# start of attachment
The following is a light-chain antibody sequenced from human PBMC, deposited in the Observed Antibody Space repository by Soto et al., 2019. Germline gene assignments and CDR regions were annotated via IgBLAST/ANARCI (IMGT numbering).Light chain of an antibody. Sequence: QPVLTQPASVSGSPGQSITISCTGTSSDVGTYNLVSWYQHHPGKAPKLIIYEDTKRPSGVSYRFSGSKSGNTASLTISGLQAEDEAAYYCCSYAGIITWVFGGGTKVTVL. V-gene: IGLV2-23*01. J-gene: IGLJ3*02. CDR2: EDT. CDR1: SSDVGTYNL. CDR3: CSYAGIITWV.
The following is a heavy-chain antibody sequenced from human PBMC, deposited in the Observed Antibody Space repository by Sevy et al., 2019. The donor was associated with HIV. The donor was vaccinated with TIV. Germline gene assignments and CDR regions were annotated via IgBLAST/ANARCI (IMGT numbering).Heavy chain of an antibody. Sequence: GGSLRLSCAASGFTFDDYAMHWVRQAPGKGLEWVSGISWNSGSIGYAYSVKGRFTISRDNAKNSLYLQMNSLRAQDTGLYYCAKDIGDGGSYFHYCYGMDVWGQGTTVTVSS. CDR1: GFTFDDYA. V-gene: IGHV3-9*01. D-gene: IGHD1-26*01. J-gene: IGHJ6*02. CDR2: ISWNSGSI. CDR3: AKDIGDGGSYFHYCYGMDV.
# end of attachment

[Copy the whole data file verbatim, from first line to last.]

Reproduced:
The following is a light-chain antibody sequenced from human PBMC, deposited in the Observed Antibody Space repository by Soto et al., 2019. Germline gene assignments and CDR regions were annotated via IgBLAST/ANARCI (IMGT numbering).Light chain of an antibody. Sequence: QPVLTQPASVSGSPGQSITISCTGTSSDVGTYNLVSWYQHHPGKAPKLIIYEDTKRPSGVSYRFSGSKSGNTASLTISGLQAEDEAAYYCCSYAGIITWVFGGGTKVTVL. V-gene: IGLV2-23*01. J-gene: IGLJ3*02. CDR2: EDT. CDR1: SSDVGTYNL. CDR3: CSYAGIITWV.
The following is a heavy-chain antibody sequenced from human PBMC, deposited in the Observed Antibody Space repository by Sevy et al., 2019. The donor was associated with HIV. The donor was vaccinated with TIV. Germline gene assignments and CDR regions were annotated via IgBLAST/ANARCI (IMGT numbering).Heavy chain of an antibody. Sequence: GGSLRLSCAASGFTFDDYAMHWVRQAPGKGLEWVSGISWNSGSIGYAYSVKGRFTISRDNAKNSLYLQMNSLRAQDTGLYYCAKDIGDGGSYFHYCYGMDVWGQGTTVTVSS. CDR1: GFTFDDYA. V-gene: IGHV3-9*01. D-gene: IGHD1-26*01. J-gene: IGHJ6*02. CDR2: ISWNSGSI. CDR3: AKDIGDGGSYFHYCYGMDV.